Haul the boat and fix the problem, being sure to install the proper components per HaleKai's website.

On a 23' boat, this shouldn't be a huge expense :-)

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BTW, I seriously hope the through-hull is BRONZE. You should never, ever use brass on a boat, especially below the waterline.

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thanks very much for the help guys ! , what I ended up doing was to use some of that tootsie role 2 part exopy stuff and basically cover the threads of the thru hull and about half way up the marelon seacock this seems to hold it for now, at least till next haul out, I dont understend how these things got so loose in the first place.. I guess the expansion contraction thing got the better of my seacocks ?
I wont be using Marelon ever again.....

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Sailbot-

Marelon is fine, if you use it with Marelon through-hulls. In some ways it is simpler to maintain, since you don't have the galvanic corrosion issues you have with bronze seacocks and through-hulls.

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Quote:
Originally Posted by sailbot View Post
I dont understend how these things got so loose in the first place.. I guess the expansion contraction thing got the better of my seacocks ?
They are mis-matched threads and were never meant to go together in the first place and that alone probably has something to do with why they are loose and leaking not to mention the use of differing expansion coeficients..



Quote:
Originally Posted by sailbot View Post
I wont be using Marelon ever again.....
It's not the Marelon! When used CORRECTLY it is, and can be, good stuff if cleaned & lubed yearly. Both Hinckley & Morris Yachts use Marelon but they also use the proper thru-hull which is also made of Marelon.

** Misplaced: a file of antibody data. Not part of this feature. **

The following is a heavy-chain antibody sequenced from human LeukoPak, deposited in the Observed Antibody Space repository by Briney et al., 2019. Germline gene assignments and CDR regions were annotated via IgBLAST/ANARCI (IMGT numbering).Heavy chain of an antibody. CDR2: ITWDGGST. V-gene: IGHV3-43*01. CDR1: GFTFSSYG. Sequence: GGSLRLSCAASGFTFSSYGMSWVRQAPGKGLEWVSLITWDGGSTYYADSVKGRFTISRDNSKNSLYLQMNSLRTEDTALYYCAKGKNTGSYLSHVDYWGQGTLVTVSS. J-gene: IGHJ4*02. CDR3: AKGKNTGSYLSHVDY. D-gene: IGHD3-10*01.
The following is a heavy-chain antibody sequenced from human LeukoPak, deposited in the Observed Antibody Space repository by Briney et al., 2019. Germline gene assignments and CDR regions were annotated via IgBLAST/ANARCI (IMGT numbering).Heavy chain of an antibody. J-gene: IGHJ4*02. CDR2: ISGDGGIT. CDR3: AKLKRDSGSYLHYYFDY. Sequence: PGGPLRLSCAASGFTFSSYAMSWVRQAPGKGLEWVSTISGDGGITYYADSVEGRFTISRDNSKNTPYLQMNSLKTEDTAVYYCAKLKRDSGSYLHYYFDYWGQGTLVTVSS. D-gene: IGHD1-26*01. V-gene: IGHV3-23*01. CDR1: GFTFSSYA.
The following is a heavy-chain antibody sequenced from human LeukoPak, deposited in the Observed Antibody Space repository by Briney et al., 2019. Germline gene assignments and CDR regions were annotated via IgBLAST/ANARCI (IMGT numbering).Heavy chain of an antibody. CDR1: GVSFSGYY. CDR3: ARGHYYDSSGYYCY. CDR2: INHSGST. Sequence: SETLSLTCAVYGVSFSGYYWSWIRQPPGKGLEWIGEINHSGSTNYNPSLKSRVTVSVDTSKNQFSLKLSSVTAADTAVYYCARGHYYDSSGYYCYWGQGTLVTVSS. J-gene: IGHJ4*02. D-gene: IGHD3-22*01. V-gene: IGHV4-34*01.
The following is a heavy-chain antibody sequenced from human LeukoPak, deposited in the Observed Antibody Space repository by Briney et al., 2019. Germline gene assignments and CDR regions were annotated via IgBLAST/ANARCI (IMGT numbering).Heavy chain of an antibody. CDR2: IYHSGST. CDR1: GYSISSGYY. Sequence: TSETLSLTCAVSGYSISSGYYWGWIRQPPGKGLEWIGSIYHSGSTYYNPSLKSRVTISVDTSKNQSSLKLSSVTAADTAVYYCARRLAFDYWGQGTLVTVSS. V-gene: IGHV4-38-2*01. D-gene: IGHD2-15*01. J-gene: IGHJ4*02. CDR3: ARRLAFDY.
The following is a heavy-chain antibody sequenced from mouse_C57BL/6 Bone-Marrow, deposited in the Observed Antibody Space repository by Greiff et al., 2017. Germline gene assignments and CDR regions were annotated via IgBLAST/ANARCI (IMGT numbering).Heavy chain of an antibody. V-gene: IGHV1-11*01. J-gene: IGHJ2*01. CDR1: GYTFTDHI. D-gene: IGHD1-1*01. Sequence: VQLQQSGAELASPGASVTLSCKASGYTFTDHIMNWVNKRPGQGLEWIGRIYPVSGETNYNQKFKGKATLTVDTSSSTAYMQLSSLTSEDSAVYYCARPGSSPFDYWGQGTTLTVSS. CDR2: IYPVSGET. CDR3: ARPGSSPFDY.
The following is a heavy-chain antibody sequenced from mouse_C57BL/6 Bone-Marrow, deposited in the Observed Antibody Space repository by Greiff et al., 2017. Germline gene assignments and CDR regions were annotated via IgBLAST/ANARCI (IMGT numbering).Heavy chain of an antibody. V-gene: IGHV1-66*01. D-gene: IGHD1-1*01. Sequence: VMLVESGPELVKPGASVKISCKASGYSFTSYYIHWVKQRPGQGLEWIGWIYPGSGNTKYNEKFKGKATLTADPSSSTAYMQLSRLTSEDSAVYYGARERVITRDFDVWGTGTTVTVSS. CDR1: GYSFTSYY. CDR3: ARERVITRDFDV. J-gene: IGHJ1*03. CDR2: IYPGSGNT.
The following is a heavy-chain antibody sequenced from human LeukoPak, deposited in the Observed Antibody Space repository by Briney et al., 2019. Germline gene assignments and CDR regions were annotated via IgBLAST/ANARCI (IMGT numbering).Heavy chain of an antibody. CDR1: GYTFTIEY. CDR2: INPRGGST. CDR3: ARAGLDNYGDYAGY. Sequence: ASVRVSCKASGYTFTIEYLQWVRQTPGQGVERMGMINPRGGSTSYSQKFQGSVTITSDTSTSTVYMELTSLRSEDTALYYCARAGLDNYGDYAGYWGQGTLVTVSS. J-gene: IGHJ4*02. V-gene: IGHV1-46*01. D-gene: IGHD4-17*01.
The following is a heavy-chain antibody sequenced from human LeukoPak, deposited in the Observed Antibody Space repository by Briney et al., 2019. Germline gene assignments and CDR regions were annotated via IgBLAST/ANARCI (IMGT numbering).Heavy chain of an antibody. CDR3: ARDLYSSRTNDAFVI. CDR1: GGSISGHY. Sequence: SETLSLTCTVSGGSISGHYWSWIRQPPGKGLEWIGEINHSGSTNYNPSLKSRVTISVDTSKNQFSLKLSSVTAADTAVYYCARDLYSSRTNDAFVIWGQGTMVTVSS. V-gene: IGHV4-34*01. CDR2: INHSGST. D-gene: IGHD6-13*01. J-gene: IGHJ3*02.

This is most likely what the two differing threads look like that you are trying to work with.

The threads on the right are a proper match NPT to NPT. The threads on the left are a VERY, VERY common mismatch NPS to NPT..

Your post is just more evidence why NOT to mix and match thread types and different materials bellow the waterline...!

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Quote:
Originally Posted by sailingdog View Post
BTW, I seriously hope the through-hull is BRONZE. You should never, ever use brass on a boat, especially below the waterline.
Except; that you can't find bronze pipe nipples anywhere. I've seen enough problems with plastic (marelon) valves that I would sooner use a brass valve (short term) over anything made of plastic.

Sailbot- I'd be cautious about that valve; if it is leaking without being able to re-tighten it for fear of failure it really should be replaced. If you put a brass or bronze ball valve on top of your bronze thru-hull it should be fine until you decide to haul-out and do a better job. I know this is contrary to what "the experts" here are saying but my boat has the original bronze thru-hulls with bronze ball valves on top of them (PO replaced original plastic gate valves) and there have been no issues with them; and everything is fine. Thread engagement when tightened is ~2x what is shown in the cutaway photo...